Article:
- No mas: Principal bans Spanish language in intercom announcement
- Hacking software could put ‘zombie drone army’ in user’s hands
- Support for stricter gun laws drops: poll
- 10 whales dead, 41 others stranded in Everglades
- John Boehner faces bipartisan pressure to allow gay-rights vote
- Martin Bashir resigns from MSNBC over ‘ill-judged’ comments about Sarah Palin
- Rep. Duncan Hunter: While Obama prays for Iranian change, U.S. should ready its nukes
- Best company ever? Veteran Beer Co. exists to employ vets, provide quality beer
- Iran official: Sanctions ‘utterly failed’ to stop nuclear program
- ‘Black Santa’ display at IU sparks student outrage
Birthdate: Oct. 8, 1946
Birth Place: Cleveland, OH, United States
Residence: Cleveland, OH
Dennis Kucinich was born in Cleveland, where he still resides. He earned a bachelor's and a master's degree from Case Western Reserve University.
He served on the Cleveland City Council from 1970 to 1975 and from 1983 to 1985. He served as clerk of the Cleveland Municipal Court from 1975 to 1977, was mayor of Cleveland from 1977 to 1979 and was a state senator from 1994 to 1997.
He was unsuccessful in seeking the 2004 Democratic nomination for president, and he abandoned a second bid for the White House in 2008.
He was first elected to the U.S. House in 1996.
Kucinich, who is twice divorced, has one daughter. He married his third wife, Elizabeth Harper, in August 2005.
Dennis Kucinich, thrown together with incumbent Democratic Rep. Marcy Kaptur of Toledo in a merged district, lost his bid for renomination in March 2012.
Kucinich has defined his political career by reciting a mantra of the persistent.
He has continued to urge his congressional colleagues to bring U.S. troops home from Iraq and Afghanistan, and he frequently talks about repealing the Patriot Act, creating jobs and canceling trade pacts such as the North American Free Trade Agreement.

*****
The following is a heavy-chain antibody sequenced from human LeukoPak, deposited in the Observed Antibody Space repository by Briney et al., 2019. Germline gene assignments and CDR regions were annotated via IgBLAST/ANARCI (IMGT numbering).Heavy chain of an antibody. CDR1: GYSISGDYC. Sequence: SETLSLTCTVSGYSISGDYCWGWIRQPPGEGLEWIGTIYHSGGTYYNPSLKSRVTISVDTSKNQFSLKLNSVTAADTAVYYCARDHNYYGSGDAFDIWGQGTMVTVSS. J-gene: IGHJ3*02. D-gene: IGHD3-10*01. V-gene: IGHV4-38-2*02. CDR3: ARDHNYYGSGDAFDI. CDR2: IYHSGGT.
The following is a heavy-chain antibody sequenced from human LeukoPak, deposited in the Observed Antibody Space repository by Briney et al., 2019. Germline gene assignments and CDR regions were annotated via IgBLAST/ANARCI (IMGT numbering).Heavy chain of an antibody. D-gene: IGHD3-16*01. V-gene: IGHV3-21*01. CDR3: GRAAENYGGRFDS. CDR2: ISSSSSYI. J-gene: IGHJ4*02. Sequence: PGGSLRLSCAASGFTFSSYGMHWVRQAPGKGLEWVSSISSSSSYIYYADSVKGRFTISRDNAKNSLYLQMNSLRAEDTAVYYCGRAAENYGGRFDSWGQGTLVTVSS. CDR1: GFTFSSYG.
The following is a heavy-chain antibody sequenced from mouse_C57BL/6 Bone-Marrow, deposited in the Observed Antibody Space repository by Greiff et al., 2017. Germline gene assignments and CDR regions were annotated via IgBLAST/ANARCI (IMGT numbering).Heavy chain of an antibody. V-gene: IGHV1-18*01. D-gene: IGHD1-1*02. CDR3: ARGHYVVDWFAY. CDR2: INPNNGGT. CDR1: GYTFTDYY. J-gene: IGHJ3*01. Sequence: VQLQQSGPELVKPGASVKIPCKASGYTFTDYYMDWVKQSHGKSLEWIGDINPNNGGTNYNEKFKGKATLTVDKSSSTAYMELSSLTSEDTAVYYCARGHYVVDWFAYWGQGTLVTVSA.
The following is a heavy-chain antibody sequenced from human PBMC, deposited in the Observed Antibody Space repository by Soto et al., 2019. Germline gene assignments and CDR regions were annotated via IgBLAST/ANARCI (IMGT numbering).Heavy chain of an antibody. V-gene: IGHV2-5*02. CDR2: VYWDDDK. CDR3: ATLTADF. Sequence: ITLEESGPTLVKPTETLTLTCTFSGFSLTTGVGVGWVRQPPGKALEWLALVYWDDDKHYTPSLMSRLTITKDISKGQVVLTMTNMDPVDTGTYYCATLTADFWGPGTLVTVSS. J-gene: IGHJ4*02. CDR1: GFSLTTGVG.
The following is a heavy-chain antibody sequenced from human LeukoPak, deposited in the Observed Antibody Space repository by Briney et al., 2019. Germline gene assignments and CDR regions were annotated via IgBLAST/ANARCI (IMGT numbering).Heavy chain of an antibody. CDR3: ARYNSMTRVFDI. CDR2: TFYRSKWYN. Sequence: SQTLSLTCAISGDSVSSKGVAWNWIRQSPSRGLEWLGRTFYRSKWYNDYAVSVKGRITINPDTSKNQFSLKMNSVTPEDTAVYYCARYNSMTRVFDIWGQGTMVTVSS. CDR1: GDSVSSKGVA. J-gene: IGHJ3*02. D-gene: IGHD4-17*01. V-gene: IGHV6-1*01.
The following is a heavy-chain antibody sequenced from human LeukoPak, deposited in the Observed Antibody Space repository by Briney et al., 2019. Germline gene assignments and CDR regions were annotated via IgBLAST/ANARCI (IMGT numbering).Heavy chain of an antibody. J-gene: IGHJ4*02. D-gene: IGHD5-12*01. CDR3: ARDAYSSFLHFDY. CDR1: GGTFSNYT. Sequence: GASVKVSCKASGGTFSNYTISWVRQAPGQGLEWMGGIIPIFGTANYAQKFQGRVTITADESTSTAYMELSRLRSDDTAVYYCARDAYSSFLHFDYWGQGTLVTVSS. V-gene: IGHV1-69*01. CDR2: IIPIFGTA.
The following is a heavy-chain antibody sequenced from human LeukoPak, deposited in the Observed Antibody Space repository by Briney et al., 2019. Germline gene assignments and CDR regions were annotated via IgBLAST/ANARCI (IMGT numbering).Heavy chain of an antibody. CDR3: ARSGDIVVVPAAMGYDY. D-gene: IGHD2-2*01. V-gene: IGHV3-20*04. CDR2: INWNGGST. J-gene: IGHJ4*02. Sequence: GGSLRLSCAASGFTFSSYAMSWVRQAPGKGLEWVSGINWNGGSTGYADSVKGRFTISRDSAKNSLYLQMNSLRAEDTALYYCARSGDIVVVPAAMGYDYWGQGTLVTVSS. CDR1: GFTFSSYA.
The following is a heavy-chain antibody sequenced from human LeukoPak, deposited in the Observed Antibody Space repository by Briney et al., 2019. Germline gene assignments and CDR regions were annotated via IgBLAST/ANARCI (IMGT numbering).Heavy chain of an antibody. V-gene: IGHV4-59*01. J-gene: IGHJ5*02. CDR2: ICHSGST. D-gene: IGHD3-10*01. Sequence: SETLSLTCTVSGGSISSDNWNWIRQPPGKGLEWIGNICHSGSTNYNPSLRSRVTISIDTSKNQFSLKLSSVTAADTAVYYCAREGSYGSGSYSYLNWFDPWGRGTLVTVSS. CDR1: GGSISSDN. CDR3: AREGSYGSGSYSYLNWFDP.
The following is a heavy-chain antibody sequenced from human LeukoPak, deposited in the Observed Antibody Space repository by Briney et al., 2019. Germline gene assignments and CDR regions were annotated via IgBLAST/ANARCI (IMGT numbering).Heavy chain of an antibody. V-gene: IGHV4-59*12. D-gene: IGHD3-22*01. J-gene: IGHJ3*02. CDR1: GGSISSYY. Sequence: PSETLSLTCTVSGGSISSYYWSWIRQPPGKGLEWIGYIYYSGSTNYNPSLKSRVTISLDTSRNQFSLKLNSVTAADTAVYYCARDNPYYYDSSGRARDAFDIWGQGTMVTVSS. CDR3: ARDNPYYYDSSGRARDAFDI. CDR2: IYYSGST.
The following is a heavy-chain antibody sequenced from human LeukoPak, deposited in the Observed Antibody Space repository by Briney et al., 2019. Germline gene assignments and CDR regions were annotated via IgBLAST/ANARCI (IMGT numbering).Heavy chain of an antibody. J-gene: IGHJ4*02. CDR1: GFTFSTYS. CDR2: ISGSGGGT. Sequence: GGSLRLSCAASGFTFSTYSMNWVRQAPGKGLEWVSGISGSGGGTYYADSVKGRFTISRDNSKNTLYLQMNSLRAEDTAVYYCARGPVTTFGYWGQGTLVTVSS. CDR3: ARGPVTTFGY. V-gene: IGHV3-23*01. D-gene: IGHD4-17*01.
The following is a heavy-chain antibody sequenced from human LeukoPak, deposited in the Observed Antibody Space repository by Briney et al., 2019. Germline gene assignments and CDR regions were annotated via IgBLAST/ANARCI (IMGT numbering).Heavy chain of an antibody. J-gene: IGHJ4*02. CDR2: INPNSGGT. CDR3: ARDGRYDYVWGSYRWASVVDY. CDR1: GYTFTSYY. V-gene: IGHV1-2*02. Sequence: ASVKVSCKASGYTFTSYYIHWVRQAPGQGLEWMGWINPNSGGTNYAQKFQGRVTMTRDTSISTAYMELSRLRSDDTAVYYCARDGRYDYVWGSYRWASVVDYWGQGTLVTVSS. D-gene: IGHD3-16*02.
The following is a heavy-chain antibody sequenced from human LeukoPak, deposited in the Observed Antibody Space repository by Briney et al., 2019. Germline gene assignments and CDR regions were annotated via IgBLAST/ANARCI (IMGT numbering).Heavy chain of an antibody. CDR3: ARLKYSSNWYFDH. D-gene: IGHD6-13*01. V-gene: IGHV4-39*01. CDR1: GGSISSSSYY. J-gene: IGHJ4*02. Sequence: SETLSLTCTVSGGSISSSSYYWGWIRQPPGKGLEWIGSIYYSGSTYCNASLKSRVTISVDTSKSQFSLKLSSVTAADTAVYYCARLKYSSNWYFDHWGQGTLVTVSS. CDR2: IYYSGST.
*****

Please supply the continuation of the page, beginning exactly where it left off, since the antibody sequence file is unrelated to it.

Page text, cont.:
The House voted in March 2010 against a Kucinich resolution that would have forced a withdrawal of all U.S. troops from Afghanistan by the end of the year.
Kucinich opposed the health care reform bill when the House voted on it in 2009 and voted in favor of the legislation in March 2010.
During his 2004 presidential campaign, Kucinich posted single digits in most state primary elections, including Ohio's, yet stayed in the race.
He celebrated his bachelorhood, telling New Hampshire audiences that he was seeking a mate and going on a breakfast date with the winner of an online contest. Nothing romantic evolved but he earned appearances on late-night comedy talk shows. Kucinich married for a third time in 2005.
Kucinich has written unsuccessful bills to abolish the death penalty, create a U.S. Department of Peace, establish a universal pre-kindergarten program and ban the use of weapons in space.
Kucinich was the eldest of seven children born to a Croatian truck driver and a Slovenian homemaker. He scrubbed floors so he and his younger siblings could attend Catholic school, moving out at age 17.
He ran his first campaign for Cleveland City Council at age 21. He lost that election but won the seat two years later in 1969. He was elected mayor of Cleveland at age 31, becoming the youngest leader of a major American city.
He also became the mayor of the first city since the Great Depression to go into default. Kucinich, whose confrontational style of politics earned him the nickname "Dennis the Menace," refused to sell the city's municipal electrical system, so local banks foreclosed on the city.
The city's failure plagued his career for years. He survived a recall by 236 votes but lost re-election by a landslide 1979 to Republican George Voinovich, who was elected to the U.S. Senate in 1998.
Kucinich made a comeback in 1994, winning a seat in the state Senate. He then won an upset victory to the U.S. House in 1996 over incumbent Republican Rep. Martin Hoke.
Source: Associated Press
113th Congress on Twitter
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